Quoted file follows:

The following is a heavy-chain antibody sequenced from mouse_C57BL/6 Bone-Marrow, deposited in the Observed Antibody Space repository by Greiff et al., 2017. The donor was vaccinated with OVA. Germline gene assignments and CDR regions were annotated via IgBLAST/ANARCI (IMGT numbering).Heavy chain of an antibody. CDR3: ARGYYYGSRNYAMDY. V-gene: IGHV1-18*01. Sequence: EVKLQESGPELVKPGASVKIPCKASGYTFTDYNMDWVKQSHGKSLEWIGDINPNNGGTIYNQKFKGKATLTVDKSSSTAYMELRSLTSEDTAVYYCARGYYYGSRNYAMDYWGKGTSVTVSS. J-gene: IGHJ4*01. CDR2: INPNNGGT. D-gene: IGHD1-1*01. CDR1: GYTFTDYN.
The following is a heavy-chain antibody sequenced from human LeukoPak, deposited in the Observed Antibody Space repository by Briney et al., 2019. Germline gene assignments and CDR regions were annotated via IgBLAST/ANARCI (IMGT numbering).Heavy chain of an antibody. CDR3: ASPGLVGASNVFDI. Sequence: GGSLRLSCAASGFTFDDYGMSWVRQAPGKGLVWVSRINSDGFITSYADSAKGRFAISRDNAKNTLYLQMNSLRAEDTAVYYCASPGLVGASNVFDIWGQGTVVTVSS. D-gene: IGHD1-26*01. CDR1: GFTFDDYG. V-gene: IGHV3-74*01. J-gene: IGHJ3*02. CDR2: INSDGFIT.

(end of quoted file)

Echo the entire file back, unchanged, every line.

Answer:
The following is a heavy-chain antibody sequenced from mouse_C57BL/6 Bone-Marrow, deposited in the Observed Antibody Space repository by Greiff et al., 2017. The donor was vaccinated with OVA. Germline gene assignments and CDR regions were annotated via IgBLAST/ANARCI (IMGT numbering).Heavy chain of an antibody. CDR3: ARGYYYGSRNYAMDY. V-gene: IGHV1-18*01. Sequence: EVKLQESGPELVKPGASVKIPCKASGYTFTDYNMDWVKQSHGKSLEWIGDINPNNGGTIYNQKFKGKATLTVDKSSSTAYMELRSLTSEDTAVYYCARGYYYGSRNYAMDYWGKGTSVTVSS. J-gene: IGHJ4*01. CDR2: INPNNGGT. D-gene: IGHD1-1*01. CDR1: GYTFTDYN.
The following is a heavy-chain antibody sequenced from human LeukoPak, deposited in the Observed Antibody Space repository by Briney et al., 2019. Germline gene assignments and CDR regions were annotated via IgBLAST/ANARCI (IMGT numbering).Heavy chain of an antibody. CDR3: ASPGLVGASNVFDI. Sequence: GGSLRLSCAASGFTFDDYGMSWVRQAPGKGLVWVSRINSDGFITSYADSAKGRFAISRDNAKNTLYLQMNSLRAEDTAVYYCASPGLVGASNVFDIWGQGTVVTVSS. D-gene: IGHD1-26*01. CDR1: GFTFDDYG. V-gene: IGHV3-74*01. J-gene: IGHJ3*02. CDR2: INSDGFIT.